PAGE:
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Asian markets edge up

Asian markets edge up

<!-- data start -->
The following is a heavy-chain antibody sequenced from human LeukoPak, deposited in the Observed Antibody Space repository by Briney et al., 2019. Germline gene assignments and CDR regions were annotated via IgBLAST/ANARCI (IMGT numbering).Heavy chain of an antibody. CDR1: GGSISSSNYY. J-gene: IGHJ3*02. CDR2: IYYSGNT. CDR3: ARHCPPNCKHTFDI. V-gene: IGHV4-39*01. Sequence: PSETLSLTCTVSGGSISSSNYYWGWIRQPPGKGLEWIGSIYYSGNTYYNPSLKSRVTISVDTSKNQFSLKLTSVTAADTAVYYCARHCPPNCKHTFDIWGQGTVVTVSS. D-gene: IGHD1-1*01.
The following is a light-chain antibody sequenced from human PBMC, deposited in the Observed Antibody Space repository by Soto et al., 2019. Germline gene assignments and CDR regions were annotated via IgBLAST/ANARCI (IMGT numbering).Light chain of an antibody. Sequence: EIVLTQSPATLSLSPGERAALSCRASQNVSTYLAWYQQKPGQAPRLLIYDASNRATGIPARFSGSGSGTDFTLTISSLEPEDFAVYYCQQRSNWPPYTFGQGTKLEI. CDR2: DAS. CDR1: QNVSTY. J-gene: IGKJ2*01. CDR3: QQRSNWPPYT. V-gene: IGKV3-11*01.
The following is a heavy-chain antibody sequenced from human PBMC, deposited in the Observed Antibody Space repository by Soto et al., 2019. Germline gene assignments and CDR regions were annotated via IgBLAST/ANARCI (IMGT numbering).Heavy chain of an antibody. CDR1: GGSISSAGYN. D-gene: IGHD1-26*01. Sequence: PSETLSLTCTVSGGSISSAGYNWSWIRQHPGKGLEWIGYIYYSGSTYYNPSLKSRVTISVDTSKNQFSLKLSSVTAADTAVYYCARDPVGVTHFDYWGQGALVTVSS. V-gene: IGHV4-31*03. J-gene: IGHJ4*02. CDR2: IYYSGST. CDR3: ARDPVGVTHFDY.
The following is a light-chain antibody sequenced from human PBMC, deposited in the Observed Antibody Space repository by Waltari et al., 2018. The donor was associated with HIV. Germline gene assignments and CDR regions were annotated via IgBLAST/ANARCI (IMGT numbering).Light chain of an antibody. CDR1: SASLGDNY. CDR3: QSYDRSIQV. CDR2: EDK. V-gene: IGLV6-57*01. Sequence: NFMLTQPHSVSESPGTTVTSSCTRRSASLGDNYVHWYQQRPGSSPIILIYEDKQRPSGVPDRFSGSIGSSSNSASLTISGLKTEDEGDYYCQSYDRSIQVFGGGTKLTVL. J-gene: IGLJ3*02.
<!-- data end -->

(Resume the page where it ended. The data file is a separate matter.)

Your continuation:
HONG KONG, Oct 13: Asian investors headed into the weekend cautiously upbeat on Friday after US traders took a breather from their recent run of records while uncertainty about Donald Trump's tax plans are keeping the dollar reined in, reports AFP. Wall Street's three main indexes stepped back after clocking up a number of all-time highs in recent weeks fuelled by hopes for the earnings season and confidence the US economy is in good shape. But dealers across Asia built on the previous day's gains, with Tokyo pushing on after hitting a 21-year high earlier in the week-although Shanghai and Hong Kong went into retreat ahead of the release of Chinese trade data. Japan's Nikkei was up 0.2 percent by the break, the benchmark Nikkei 225 index rose 0.23 percent, or 48.78 points, to sit at 21,003.50 by the break while the broader Topix index inched down 0.05 percent or 0.88 points, to 1,699.25. The robust US economy has been a main driver for the Japanese stock market but investors are also growing more confident about the prospects for domestic growth, Okasan Online Securities said. "When the domestic economy is good, expectations grow for stocks sensitive to domestic demand, especially the retail sector," it said in a commentary. Fast Retailing, a market heavyweight, jumped 3.5 percent to 36,070 yen after the Uniqlo operator said Thursday that annual net profit more than doubled from a year ago to a record high thanks to strong sales and as a cheaper yen inflated profits. Supermarket and convenience store operator Seven & i Holdings rose 2.43 percent to 4,535 yen after it reported better-than-expected operating profit for the second quarter. However, Kobe Steel dived 8.73 percent to 805 yen by the break, losing about 40 percent since the start of the week after it admitted falsifying strength and quality data for an array of products. The fresh plunge came after a report that its widening quality scandal has spread to more than 30 foreign customers, including Boeing, General Motors, and French automaker PSA, in addition to wide sections of Japan Inc. Automakers were lower with Toyota down 0.79 percent at 6,870 yen and Nissan off 0.78 percent to end the morning at 1,081 yen. Shares in Japan's Kobe Steel dived Friday on a report that its widening quality scandal has spread to more than 30 foreign customers, including Boeing, General Motors, and French automaker PSA. The Tokyo-listed firm fell almost nine percent to end the morning at 805 yen ($7.20), down about 40 percent since the start of the week after it admitted falsifying strength and quality data for an array of products, a practice that may have started a decade ago. The embarrassing scandal for Kobe Steel-a venerable firm that once employed Prime Minister Shinzo Abe-has already hit wide sections of Japanese industry, including automakers Toyota, Nissan and Honda which used the affected materials in their vehicles. But Japan's leading Nikkei business daily reported Friday that those products were also used in planes built by Boeing and Airbus and vehicles made by General Motors, Tesla, and Daimler. On Thursday, the CEO of Japan's number-three steelmaker warned that the quality control crisis was likely to widen at home and abroad, as he acknowledged that trust in the steelmaker has "fallen to zero". The firm is expected to hold a news briefing later Friday. Kobe Steel has admitted falsifying quality data for products sold to some 200 clients. It is the latest in a string of quality control and governance scandals to hit major Japanese businesses in recent years, undermining the country's reputation for quality. The quality specifications were based on agreements between the firm and its clients. The affected products include steel wires used in car engines and tyres-a key company product-as well as aluminium found in Japan's bullet trains as well as materials in high-speed trains in Britain, although it is not clear whether the scandal hit product safety. "If it was found that there are safety problems (with steel wires) it could shake the foundation of Kobe Steel," Takayuki Atake, manager of credit research at SMBC Nikko Securities, said in a report. Sydney climbed 0.2 percent and Singapore added 0.3 percent. Seoul and Wellington each added 0.2 percent, and there were also gains in Manila and Jakarta. The dollar was struggling to break out against its major peers as questions swirl over the future of Trump's promised tax plans, with some members of his Republican party said to be concerned about the possible effects on the country's debt mountain. Last month's release of a proposal outlining massive changes to the tax code boosted the greenback but the unit has pared some of those gains. "There appeared to be a significant compromise brewing amongst Republicans (on Thursday) but given the bloated nature of the current tax code, for every compromise tabled there seems to be another band-aid fixed elsewhere," said Stephen Innes, head of Asia-Pacific trading at OANDA. "Understanding and patience will be the name of the game for this to pass but it would not surprise me if we found ourselves back dead in the water next week." Easing concerns about Spain's Catalan independence crisis provided support to the euro. And the pound, which has been hurt by uncertainty surrounding Prime Minister Theresa May, was up after a report in a German newspaper saying Britain could get a two-year extension to complete Brexit as officials haggle over terms of the divorce. Investors will be closely following the release later Friday of US consumer inflation data for September, which will give a clue about the Federal Reserve's plans for hiking interest rates. The reading follows an upbeat reading on producer prices. With some on the Fed's policy board calling for early rate hikes to avoid sharper increases further down the line, there are other who argue for a wait-and-see approach on inflation, which is leaving markets on tenterhooks. Traders are also keeping tabs on the race to replace Fed boss Janet Yellen, whose term finishes early next year. Of the two front-runners according to analysts, fiscal dove Jerome Powell is tipped to be ahead, which has weighed on the dollar.